Here’s something straight out of a Snorkel Bob wet dream (pun intended, of course). A new draft of a 42-page bill aimed at the aquarium industry has surfaced in Hawaii earlier this year. In October, Maui County introduced “A Bill for an Act Relating to Aquarium Aquatic Life”. The purpose of this misguided bill is to increase the regulations on aquatic life collecting in an attempt to protect and eventually restore Hawaiian reefs. The reason for the bill’s introduction is idea that current regulations are not doing enough to prevent aquatic life depletion because commercial permits allow for the “unlimited collection of aquatic life”.
Continue reading below for our take on this bill, as well as its connection with Robert Wintner (aka Snorkel Bob).
I, for one, know this last statement to be completely false. Current collecting regulations are vastly overlooked in the literature of the bill. Instead, the bill’s author leads readers to believe that there are currently no catch limits. There hasn’t been unlimited collecting in Hawaii for decades. Corals cannot be collected at all, and divers are only allowed to take fish and invertebrates. Additionally, there is a limit as to how many of certain fish a collector is allowed to take. The last major oversight in this bill is the environmental impact of such things as global warming and eutrification. Neither are discussed as potential threats to Hawaiian reefs, instead the aquarium industry is solely to blame for any and all damages.
Reading on, I came across a very interesting statement:
Aquarium collecting is having major impacts on Oahu and Hawaii reefs and moderate impacts on Maui reefs where over-harvesting is reducing the marine tourism experience.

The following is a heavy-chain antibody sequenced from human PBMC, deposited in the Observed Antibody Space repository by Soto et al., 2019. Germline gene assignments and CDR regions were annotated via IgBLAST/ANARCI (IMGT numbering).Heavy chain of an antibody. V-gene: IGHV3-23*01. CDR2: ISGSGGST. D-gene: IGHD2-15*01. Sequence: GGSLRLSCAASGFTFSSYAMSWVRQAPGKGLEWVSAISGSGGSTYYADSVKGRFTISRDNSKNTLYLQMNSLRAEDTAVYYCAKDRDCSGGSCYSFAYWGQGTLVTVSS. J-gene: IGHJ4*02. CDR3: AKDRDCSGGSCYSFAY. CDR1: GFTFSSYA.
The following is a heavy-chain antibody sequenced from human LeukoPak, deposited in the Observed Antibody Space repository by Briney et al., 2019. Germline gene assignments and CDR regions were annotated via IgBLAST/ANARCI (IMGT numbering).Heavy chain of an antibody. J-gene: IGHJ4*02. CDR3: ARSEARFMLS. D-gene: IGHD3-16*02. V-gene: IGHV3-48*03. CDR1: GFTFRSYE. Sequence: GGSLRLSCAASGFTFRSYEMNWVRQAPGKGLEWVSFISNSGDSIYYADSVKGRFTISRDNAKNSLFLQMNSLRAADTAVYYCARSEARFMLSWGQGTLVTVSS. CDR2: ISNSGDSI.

Two points on this. For starters, this bill doesn’t have the health of the reef in mind. It’s only focus is on the tourism industry (Snorkel Bob anyone?). Secondly, the marine tourism industry is just as damaging to natural reefs as aquarium collecting, if not more. A few hundred tourists per day standing on coral heads, littering, and taking living souvenirs is far more damaging than a much smaller number of collectors who do have limits as to what they can take. The collectors are out there for a specific purpose and their livelihood depends on the health of the ecosystems. They do not wrecklessly stand on corals or cover corals with sand getting blown around by fins, and they typically don’t take things that are restricted.
I am a huge advocate of protecting natural reefs, but this bill’s primary focus is on filling Snorkel Bob’s wallet. Get the collectors out of Hawaii so he can sell dive trips and snorkeling gear. This is not how it should be done, and Snorkel Bob is an absolute disgrace to protection of Hawaiian ecosystems.
There are several specifics in this bill that we will try to follow up on shortly. Feel free to read the bill and let us know what you think.